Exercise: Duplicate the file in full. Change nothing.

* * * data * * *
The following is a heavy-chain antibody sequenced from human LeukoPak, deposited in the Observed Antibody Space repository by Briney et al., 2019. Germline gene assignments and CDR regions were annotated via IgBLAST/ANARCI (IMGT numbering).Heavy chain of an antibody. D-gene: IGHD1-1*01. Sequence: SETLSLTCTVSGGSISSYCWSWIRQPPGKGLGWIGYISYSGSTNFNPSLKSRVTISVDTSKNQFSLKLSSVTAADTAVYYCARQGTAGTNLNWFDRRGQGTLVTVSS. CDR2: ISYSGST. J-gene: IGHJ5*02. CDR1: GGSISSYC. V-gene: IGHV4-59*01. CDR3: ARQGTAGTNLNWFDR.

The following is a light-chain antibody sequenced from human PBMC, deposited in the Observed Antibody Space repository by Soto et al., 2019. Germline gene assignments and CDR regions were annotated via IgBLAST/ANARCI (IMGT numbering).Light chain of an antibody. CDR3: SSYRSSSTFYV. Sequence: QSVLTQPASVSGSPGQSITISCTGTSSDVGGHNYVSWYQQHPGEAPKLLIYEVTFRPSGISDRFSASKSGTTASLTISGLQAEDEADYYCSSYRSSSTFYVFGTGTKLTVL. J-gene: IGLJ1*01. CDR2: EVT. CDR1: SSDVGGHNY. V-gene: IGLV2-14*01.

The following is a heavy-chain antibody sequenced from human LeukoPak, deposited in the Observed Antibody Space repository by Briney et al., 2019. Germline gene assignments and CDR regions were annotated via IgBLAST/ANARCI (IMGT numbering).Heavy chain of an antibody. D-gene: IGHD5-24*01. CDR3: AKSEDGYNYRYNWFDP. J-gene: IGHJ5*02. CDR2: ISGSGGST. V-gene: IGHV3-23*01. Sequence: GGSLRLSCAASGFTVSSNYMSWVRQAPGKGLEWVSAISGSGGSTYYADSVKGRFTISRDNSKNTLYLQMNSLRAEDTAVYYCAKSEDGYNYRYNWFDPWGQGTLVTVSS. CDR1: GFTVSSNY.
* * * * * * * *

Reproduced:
The following is a heavy-chain antibody sequenced from human LeukoPak, deposited in the Observed Antibody Space repository by Briney et al., 2019. Germline gene assignments and CDR regions were annotated via IgBLAST/ANARCI (IMGT numbering).Heavy chain of an antibody. D-gene: IGHD1-1*01. Sequence: SETLSLTCTVSGGSISSYCWSWIRQPPGKGLGWIGYISYSGSTNFNPSLKSRVTISVDTSKNQFSLKLSSVTAADTAVYYCARQGTAGTNLNWFDRRGQGTLVTVSS. CDR2: ISYSGST. J-gene: IGHJ5*02. CDR1: GGSISSYC. V-gene: IGHV4-59*01. CDR3: ARQGTAGTNLNWFDR.

The following is a light-chain antibody sequenced from human PBMC, deposited in the Observed Antibody Space repository by Soto et al., 2019. Germline gene assignments and CDR regions were annotated via IgBLAST/ANARCI (IMGT numbering).Light chain of an antibody. CDR3: SSYRSSSTFYV. Sequence: QSVLTQPASVSGSPGQSITISCTGTSSDVGGHNYVSWYQQHPGEAPKLLIYEVTFRPSGISDRFSASKSGTTASLTISGLQAEDEADYYCSSYRSSSTFYVFGTGTKLTVL. J-gene: IGLJ1*01. CDR2: EVT. CDR1: SSDVGGHNY. V-gene: IGLV2-14*01.

The following is a heavy-chain antibody sequenced from human LeukoPak, deposited in the Observed Antibody Space repository by Briney et al., 2019. Germline gene assignments and CDR regions were annotated via IgBLAST/ANARCI (IMGT numbering).Heavy chain of an antibody. D-gene: IGHD5-24*01. CDR3: AKSEDGYNYRYNWFDP. J-gene: IGHJ5*02. CDR2: ISGSGGST. V-gene: IGHV3-23*01. Sequence: GGSLRLSCAASGFTVSSNYMSWVRQAPGKGLEWVSAISGSGGSTYYADSVKGRFTISRDNSKNTLYLQMNSLRAEDTAVYYCAKSEDGYNYRYNWFDPWGQGTLVTVSS. CDR1: GFTVSSNY.